During my time at the refuge, I helped with projects including a bullfrog survey, a prescribed burn, invasive species removal and mist-netting for Indiana bats. However, my main focus was devising a plan to monitor the refuge’s wilderness character. The year 2014 will mark the 50th anniversary of the Wilderness Protection Act, and wilderness character monitoring is part of an initiative to assess the condition of our nation’s wilderness areas. This will help federal land managers track how wilderness character changes over time and how their stewardship actions affect this change. Using this concept, Crab Orchard will be able to determine whether its wilderness is improving, degrading or remaining the same.

I particularly enjoyed the hours I spent hiking Crab Orchard’s wilderness while conducting an invasive species survey. The Shawnee Hills wilderness, in dramatic contrast to the generally flat and featureless landscape of greater Illinois, is marked by deep ravines and prominent sandstone outcrops. Besides its natural beauty, it offers a powerful sense of solitude, unexpected for an area between the two densely populated cities of Marion and Carbondale.

However, its relatively small size, at just over 4,000 acres, makes it more vulnerable to the negative impacts of surrounding land use. Unauthorized ATV trails and footpaths reach the wilderness from adjacent private lands, eroding fragile soil. Other unauthorized land uses, such as off-trail horseback riding and the building of permanent deer-hunting tree stands, also pose threats. Agricultural fields increase the presence and abundance of invasive species, such as Japanese honeysuckle, autumn olive and multiflora rose, which threaten its natural quality.

It is because of constant threats like this that I am excited there is an initiative to monitor our nation’s wilderness areas.

 

Battlefield in the Aleutians
Kelly Pippins
August 7, 2012

Camping in Brooks Range Valley near the Sheenjek River, Arctic National Wildlife Refuge, AK
Ready for battle in the Aleutians during World War II
Credit: Jeff Williams

Wilderness Fellow for the Alaska Maritime National Wildlife Refuge, I face some unique challenges. I have spent the past two months deciphering what makes this wilderness, and what kinds of things threaten that wilderness character. But there’s a catch:  For now, I must rely on others’ reports to help answer those questions. Why? Because the Aleutian Islands that make up the Alaska Maritime Refuge are so remote and far flung that you can't just hop on a boat or plane and expect to arrive in wilderness a few hours later. In fact, scheduled plane trips are often delayed for days at a time because of extreme weather.

This may be frustrating for our field biologists, but for me, it makes the wilderness seem a little wilder. Perhaps I'll change my mind at the end of August, when I finally get to visit the places that I have been researching, with the aid of our refuge research vessel, the Tiglax. After a week on Adak Island -  part refuge, part wilderness, part military reservation nearly 600 miles off the Alaska Peninsula - I will hop aboard the Tiglax and ride home to Homer, picking up research at field camps along the way. This adventure can't come soon enough!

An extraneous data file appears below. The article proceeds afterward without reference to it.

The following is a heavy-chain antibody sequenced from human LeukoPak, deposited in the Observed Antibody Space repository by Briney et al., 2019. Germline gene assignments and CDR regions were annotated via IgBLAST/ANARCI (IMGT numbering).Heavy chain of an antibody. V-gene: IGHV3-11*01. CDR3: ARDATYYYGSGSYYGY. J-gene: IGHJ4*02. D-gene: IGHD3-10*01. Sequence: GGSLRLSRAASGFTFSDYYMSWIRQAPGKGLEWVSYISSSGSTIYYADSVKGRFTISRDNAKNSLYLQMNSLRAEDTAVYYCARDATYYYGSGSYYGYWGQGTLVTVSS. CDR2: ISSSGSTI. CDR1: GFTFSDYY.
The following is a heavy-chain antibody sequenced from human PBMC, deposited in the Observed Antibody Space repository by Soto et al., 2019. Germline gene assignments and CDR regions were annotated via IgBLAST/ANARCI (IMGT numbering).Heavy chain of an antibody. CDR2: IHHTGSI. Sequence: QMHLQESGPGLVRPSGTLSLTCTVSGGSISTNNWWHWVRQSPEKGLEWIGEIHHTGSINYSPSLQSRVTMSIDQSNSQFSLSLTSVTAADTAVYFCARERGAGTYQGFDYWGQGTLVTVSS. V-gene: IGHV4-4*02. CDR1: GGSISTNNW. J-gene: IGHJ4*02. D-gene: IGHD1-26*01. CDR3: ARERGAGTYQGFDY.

Perhaps you’re wondering: Why do we need to monitor wilderness in a refuge that is so remote?

Because we can’t tell, without monitoring it, that it’s not being threatened by human activity.

Even in such a remote place, human impacts such as climate change, marine debris, oil spills and military base activity are widespread. Alaska Maritime Refuge is crucial habitat for some migratory bird species and marine mammals . Yes, its extreme remoteness protects it from some threats, like too many visitors making trails through the wilderness, but there are plenty of other activities that could degrade this very unique place.


Losing Your Grip in the Wilderness
Taryn Sudol
July 14, 2012

Camping in Brooks Range Valley near the Sheenjek River, Arctic National Wildlife Refuge, AK
Driftwood at Chincoteague Refuge, VA
Credit: Taryn Sudol

As I sat at the edge of the tide, I thought about collecting and letting go.

The Chincoteague National Wildlife Refuge is located on the Virginia portion of the Assateague barrier island. There’s a trail that ends at the Atlantic seashore in northern Virginia. It is accessible by foot or bike but not by car. It is littered with seashells. I didn’t come here to beach comb but as I walked along a few shells caught my eye. I pick up black, amber, and deep amethyst colored bits. I sit at the wave’s break line and let the seawater rinse the sand off the shells. The waves push and pull the sand around my legs. I know if I loosen my grip just a little my small collection will tumble from my hand and disappear.

It’s within my first week as a Wilderness Fellow that I sit on the beach debating whether to take a souvenir. What has already become the defining characteristic of the Assateague barrier island is dynamism. The island has existed for thousands of years but has only survived by constantly changing form.  It boils down to the sun, moon, and our irregularly shaped planet. The tides and littoral drift push and pull sand so that the island migrates –usually south and inland. Sometimes the island's migration is accelerated by storms and sea level rise or interrupted with seawalls and jetties. The islands, like anything really, are always responsive. A seawall or jetty deprives a different part of the island or a separate island of a sediment source. Starved, the island may contort more rapidly or ultimately thin and wash away.